The RAPID experiment
Pion --> Muon Neutrino Gamma

1. Introduction

In the 50's Fry (Phys. Rev. 90 (1953), 130) first, and Castagnoli and Muchnik (Phys. Rev. 112 (1958), 1779) later, measured the branching ratio of the process

pi+  -->  mu+   nu   gamma
stopping pions in photografic emulsions. The process is quite rare since the branching ratio is of the order of 10^-4. They inferred the muon momentum from the length of its track (range) in the emulsion. Since the pion decays at rest, if the muon is monoenergetic (as expected from a two body decay) the range spectrum would be a line (although broadened by the range fluctuations). Instead, they measured a continuum spectrum, extended from 0 (i.e., muons at rest) to the maximum range (two body decay). From this fact they deduced that a neutral particle is emitted besides the neutrino. The gamma-ray is the most natural candidate.

2. Theory

The gamma-ray can be emitted either from the charged lines involved in the decay process -  pion and  muon - (this term is called Internal Bremsstrahlung IB) or directly from the decay vertex (Structure Dependent term SD). When squaring the decay matrix to get the decay probability, an Interference Term (INT) appears, which is proportional to SD*IB.
The IB term is a pure QED term, well described and calculable within the frame of this theory.
The SD term takes into account the fact that the pion is not an elementary particle but is constitued by quarks.
In the pion-to-muon radiative decay, however, both the SD term and the INT term are heavily suppressed compared to the IB term. With a very good approximation, the gamma-rays emitted from this decay can be thought as a pure QED process.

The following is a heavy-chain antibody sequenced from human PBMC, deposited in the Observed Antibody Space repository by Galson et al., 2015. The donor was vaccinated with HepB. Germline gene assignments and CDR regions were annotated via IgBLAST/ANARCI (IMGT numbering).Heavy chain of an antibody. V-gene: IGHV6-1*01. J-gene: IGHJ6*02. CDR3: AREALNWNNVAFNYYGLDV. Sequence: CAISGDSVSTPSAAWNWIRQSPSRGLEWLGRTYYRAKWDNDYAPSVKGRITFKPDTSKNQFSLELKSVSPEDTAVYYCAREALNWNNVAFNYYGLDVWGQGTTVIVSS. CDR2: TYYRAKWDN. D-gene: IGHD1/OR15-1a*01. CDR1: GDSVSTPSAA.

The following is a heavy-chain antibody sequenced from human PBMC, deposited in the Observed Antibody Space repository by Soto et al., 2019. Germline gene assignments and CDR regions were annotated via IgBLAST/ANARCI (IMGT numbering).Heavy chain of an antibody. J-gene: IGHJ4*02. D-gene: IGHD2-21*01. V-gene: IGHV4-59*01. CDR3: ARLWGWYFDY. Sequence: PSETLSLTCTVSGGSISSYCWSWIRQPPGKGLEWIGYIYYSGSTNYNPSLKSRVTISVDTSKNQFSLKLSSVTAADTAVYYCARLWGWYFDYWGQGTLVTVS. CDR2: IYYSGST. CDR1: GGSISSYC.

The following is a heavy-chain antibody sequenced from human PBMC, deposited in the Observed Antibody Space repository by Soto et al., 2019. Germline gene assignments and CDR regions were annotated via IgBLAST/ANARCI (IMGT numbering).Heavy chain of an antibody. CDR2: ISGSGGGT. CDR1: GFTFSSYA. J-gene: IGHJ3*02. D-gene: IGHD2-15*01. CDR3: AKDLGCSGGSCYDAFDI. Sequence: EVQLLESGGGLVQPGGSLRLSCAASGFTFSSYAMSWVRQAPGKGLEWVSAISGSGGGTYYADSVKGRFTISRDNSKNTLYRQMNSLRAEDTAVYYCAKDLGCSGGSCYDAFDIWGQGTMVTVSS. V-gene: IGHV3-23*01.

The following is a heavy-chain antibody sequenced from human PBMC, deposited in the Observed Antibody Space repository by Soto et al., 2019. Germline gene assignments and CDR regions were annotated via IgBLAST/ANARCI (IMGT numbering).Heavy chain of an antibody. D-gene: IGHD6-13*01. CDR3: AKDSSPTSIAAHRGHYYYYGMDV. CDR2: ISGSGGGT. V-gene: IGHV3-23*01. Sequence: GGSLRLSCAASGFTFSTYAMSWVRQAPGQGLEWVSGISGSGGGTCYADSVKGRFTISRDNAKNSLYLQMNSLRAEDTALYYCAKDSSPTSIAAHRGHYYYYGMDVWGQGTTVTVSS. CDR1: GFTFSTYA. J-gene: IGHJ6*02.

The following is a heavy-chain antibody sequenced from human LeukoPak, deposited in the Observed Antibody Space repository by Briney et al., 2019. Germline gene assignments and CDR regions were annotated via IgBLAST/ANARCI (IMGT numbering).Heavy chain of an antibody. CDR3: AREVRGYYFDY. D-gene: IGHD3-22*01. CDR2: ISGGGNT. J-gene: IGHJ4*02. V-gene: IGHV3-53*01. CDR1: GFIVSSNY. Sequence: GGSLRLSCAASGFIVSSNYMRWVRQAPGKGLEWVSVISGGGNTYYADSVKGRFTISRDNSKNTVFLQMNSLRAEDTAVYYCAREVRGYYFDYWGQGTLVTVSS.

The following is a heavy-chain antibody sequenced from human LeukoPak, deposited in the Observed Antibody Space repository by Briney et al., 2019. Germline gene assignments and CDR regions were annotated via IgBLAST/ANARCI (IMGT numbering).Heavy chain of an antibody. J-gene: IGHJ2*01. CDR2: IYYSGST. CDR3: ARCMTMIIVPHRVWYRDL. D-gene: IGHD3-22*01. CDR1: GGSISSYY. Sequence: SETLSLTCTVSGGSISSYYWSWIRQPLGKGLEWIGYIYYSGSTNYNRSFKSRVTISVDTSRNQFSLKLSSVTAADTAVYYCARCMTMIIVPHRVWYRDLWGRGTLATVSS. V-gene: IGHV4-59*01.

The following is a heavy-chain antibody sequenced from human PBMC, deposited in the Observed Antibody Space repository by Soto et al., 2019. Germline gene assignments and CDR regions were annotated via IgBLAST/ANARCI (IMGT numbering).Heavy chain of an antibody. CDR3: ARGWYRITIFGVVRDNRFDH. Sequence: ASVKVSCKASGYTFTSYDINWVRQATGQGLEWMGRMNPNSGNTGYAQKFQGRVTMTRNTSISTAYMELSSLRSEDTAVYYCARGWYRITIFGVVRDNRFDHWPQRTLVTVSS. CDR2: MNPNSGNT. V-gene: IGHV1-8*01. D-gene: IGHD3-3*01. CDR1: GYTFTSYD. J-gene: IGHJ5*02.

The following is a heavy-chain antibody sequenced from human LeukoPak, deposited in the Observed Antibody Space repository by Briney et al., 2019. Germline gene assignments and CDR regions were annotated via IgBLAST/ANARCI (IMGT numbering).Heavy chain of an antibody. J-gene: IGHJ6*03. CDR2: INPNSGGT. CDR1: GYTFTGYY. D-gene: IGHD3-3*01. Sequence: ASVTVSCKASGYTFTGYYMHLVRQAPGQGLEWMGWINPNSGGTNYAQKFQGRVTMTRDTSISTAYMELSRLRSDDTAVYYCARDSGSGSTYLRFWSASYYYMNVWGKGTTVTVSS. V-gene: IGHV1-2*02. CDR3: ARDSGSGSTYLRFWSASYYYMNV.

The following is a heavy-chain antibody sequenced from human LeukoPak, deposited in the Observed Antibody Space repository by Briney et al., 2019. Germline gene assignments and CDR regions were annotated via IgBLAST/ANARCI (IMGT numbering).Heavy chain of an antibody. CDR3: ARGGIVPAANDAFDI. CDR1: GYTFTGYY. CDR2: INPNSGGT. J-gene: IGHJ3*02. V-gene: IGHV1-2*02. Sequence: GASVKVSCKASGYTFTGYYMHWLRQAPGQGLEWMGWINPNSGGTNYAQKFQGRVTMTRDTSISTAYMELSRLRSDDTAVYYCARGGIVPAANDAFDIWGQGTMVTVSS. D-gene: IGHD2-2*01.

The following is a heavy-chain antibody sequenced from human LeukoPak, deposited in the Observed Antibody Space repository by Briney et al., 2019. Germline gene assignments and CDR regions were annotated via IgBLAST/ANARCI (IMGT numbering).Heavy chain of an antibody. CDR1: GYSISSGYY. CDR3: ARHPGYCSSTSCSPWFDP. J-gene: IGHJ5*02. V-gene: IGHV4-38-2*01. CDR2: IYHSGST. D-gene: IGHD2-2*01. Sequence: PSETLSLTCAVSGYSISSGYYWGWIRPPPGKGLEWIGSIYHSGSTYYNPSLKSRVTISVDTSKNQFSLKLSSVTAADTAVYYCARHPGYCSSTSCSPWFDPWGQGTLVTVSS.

QED calculations show that for a pion decay at rest the gamma spectrum has approximately a 1/E_gamma shape (E_gamma is the gamma-ray energy) up to the maximum energy, 30 MeV. So the gamma spectrum "diverges" at low energies.

For more details on the theory, read S.G.Brown and S.A.Bludmann, Phys.Rev.136 (1964), 1160 and D.E.Neville, Phys.Rev.124(1961),2037. The most relevant formulae can be also found in G. Bressi et al., Nucl. Phys.B 513 (1998), 555.

3. Back to the experiment

Castagnoli and Muchnik measured the muon range spectrum (related to the gamma spectrum) with the highest statistic so far. Both their branching ratio and spectrum DO NOT AGREE with QED expectations in the low-energy region, i.e., for E_gamma below a few MeV. It seems that there is an excess of low-energy gammas.
This is why we want to measure study again this decay. We want to detect directly the gamma-ray and measure its energy and simultaneously measure the muon energy (the pion decays at rest). We can therefore draw the Dalitz plot of the process.

4. Experimental apparatus

Here we quickly describe the experimental set-up. More details can be found in our papers.

5. Results

Although the detection threshold for the gamma-rays was about 200 keV, the huge low-energy gamma-ray background prevented us to measure the spectrum at energy below 1 MeV.
However we measured the branching ratio for E_gamma >= 1 MeV:

BR(E_gamma>=1 MeV) = 2.0*10^-4 +- 12% (stat) +- 4% (syst)

to be compared with the theoretical QED expectation 2.283*10^-4.
For other details read our final paper G.Bressi et al, Nucl.Phys.B 513 (1998), 555.

Our result appears now on the